How the Dark Knight Rises reveals Batman's Conservative soul
PUBLISHED July 17, 2012
Imagine that you are a child billionaire, orphaned in a mugging that goes terribly wrong. You decide to devote yourself to making sure that no one else will suffer as you did. But how? Do you open a series of outreach centres, hire probation workers, sponsor rehabilitation schemes? Or do you put on a rubber suit and prowl the streets at night, clobbering members of the underclass until they promise to stop breaking the law?
The answer goes to the heart of Batman's most terrible secret - not his true identity as Bruce Wayne, playboy industrialist, but the fact that he's secretly, wonderfully Right-wing. And it's a secret that is now being exposed by one of the year's biggest movies. In The Dark Knight Rises, British director Christopher Nolan explicitly casts Batman as the plutocrats' champion, forced to defend his city against the impoverished victims of depression and globalisation. The ostensible villain may be Tom Hardy's hulking, monstrous Bane, but the uprising he inspires is essentially Occupy Gotham City, if the "99 Per Cent" used shotguns rather than megaphones.
For some, it may come as a surprise that the Caped Crusader turns out to be a Caped Conservative. But Nolan's played these tricks before. In his previous Batman film, The Dark Knight, he confronted the people of Gotham with a terrorist threat - Heath Ledger's Joker - that, like al-Qaeda, could not be predicted or reasoned with. In the process, Batman wrestled with the same quandaries as President Bush. Can it be right to torture a prisoner to obtain vital information? The film's answer, like the president's, was an unequivocal yes. Can total electronic surveillance be justified to catch one or two bad apples? In this case, Nolan's answer was more liberal: Batman hands control of his all-powerful spying device to that unwavering moral arbiter Morgan Freeman, the closest thing to St Augustine that our fallen age can muster.
You could say that Nolan is just reading things into the character. Yet it's not just that Batman is a standing reproof to the liberality of the justice system, forced to pick up the pieces when lily-livered judges and incompetent guards release the bad guys to kill again. From the moment of his creation, as the comic-book writer and superhero historian Grant Morrison argues, "Batman was the ultimate capitalist hero… a millionaire who vented his childlike fury on the criminal classes of the lower orders" in his "obsessive, impossible quest to punch crime into extinction, one b------ at a time".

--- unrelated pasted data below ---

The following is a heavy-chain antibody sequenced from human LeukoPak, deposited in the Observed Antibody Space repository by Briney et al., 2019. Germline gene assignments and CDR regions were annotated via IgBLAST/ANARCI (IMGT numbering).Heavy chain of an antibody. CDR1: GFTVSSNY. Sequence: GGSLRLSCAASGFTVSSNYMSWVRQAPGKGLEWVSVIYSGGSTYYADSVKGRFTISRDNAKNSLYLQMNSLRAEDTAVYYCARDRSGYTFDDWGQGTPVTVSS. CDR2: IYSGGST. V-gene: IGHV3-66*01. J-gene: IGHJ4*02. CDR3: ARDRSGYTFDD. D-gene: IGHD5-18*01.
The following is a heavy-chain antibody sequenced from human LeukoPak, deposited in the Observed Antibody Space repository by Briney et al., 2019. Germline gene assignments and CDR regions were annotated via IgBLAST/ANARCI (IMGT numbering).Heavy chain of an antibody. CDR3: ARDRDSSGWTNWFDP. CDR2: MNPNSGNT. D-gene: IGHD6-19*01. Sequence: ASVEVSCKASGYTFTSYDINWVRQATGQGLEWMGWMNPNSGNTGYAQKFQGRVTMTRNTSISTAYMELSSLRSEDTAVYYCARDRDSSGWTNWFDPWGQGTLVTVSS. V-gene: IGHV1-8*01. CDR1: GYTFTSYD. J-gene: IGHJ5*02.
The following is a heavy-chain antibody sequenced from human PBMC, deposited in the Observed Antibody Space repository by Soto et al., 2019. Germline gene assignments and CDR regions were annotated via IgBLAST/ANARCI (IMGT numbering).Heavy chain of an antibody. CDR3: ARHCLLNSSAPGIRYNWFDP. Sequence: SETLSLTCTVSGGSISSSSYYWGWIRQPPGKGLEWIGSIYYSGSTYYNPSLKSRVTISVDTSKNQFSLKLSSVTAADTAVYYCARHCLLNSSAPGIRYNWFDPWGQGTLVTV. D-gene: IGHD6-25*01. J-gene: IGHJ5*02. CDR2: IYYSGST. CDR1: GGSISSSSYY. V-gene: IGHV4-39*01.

Indeed, if Superman is, at heart, a power fantasy - a puny nerd who can secretly kick sand in bullies' faces - Batman is all about cool. Or rather, a child's idea of cool: the man with the most money and the biggest house and the best hide-out and the fastest car, chased by the prettiest girls.
That is why he strikes such a chord today. Other heroes - such as Spider-Man or the X-Men - may be marginalised loners. But, as Morrison says, it's no coincidence that "in a world where wealth and celebrity are the measures of accomplishment… the most popular superhero characters today - Batman and Iron Man - are both handsome tycoons". Indeed. Iron Man is the ultimate carefree capitalist, who shuts down his weapons business not in the spirit of peace and love, but because he wants to fly around in a metal suit that fires, in the deathless words of Doctor Evil, frickin' laser beams. It's just what Ayn Rand would have done, if she'd had the budget.
Of course, it's possible to put too much intellectual weight on those Spandex-clad shoulders. One writer in the Wall Street Journal tried to interpret The Dark Knight as a "paean of praise to the fortitude and moral courage that has been shown by George W Bush in this time of terror and war", noting that the bat symbol looked sort of like a W (or rather, dubya). There's even a book called Batman and Philosophy (subtitle: "The Dark Knight of the Soul") which wrestles with such issues as whether Batman should murder the Joker to save more lives in future, and how closely Alfred the butler embodies Taoist principles. It is perhaps the only work in which Catwoman sits next to "categorical imperative" in the index, and "existentialism" beside "evil, Batman's hatred of".
On the same note, it would be stretching the metaphor to describe the colossally successful Avengers film as a paean to coalition politics - yes, various odd ducks in colourful underwear come together, but only to wreak witty and well-executed violence on a horde of almost deliberately generic alien invaders. And you can make the counter-argument that if Batman was truly the Tory of my dreams, he'd stop intervening in the market completely, on the grounds that he's only encouraging Gotham's foolhardy citizens to become dependent on the superhero safety net. But when I take my seat in the cinema, I'll still be cheering him on, as he continues his age-old fight for truth, justice and the established social order.